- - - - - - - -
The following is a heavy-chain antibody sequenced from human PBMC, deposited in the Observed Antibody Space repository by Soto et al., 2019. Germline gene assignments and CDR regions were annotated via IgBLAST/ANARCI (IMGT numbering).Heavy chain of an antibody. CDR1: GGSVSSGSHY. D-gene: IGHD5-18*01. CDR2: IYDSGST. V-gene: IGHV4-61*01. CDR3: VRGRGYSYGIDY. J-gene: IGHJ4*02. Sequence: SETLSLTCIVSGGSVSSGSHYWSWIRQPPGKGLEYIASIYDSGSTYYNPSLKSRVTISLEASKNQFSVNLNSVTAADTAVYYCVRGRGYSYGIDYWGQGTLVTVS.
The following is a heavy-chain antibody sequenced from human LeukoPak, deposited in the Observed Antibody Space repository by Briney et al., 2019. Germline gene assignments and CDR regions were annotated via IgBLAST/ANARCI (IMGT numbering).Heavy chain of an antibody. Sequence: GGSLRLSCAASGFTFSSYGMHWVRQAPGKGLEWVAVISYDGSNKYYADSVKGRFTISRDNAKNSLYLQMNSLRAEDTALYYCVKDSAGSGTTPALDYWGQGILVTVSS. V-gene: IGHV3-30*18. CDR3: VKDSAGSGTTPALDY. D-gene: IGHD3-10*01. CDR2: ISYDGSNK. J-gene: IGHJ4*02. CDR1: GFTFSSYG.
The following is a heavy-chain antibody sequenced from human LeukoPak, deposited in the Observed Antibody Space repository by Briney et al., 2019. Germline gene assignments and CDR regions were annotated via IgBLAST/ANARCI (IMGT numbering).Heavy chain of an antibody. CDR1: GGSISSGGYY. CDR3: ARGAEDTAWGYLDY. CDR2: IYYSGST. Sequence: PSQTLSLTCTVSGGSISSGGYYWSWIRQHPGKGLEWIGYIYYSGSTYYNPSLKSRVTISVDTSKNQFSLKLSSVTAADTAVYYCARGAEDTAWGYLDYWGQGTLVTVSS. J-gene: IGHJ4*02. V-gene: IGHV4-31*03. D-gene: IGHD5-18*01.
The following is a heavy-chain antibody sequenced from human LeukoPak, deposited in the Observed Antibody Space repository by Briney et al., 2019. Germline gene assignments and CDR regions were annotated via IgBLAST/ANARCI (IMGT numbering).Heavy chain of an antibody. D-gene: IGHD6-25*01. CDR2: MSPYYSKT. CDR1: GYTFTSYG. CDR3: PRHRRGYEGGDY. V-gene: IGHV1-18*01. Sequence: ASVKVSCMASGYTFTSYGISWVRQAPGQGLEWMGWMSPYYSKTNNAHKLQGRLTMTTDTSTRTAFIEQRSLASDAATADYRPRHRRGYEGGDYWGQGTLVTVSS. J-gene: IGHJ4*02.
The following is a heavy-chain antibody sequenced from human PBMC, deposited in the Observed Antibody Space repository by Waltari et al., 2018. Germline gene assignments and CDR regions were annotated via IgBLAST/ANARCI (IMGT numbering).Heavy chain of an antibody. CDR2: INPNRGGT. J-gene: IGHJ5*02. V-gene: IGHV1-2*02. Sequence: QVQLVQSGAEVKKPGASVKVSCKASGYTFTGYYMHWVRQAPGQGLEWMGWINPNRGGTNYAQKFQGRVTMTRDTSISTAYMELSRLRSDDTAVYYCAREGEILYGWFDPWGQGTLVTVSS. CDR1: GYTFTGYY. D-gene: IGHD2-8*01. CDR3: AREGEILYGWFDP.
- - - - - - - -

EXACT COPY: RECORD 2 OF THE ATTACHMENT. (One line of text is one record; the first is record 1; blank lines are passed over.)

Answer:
The following is a heavy-chain antibody sequenced from human LeukoPak, deposited in the Observed Antibody Space repository by Briney et al., 2019. Germline gene assignments and CDR regions were annotated via IgBLAST/ANARCI (IMGT numbering).Heavy chain of an antibody. Sequence: GGSLRLSCAASGFTFSSYGMHWVRQAPGKGLEWVAVISYDGSNKYYADSVKGRFTISRDNAKNSLYLQMNSLRAEDTALYYCVKDSAGSGTTPALDYWGQGILVTVSS. V-gene: IGHV3-30*18. CDR3: VKDSAGSGTTPALDY. D-gene: IGHD3-10*01. CDR2: ISYDGSNK. J-gene: IGHJ4*02. CDR1: GFTFSSYG.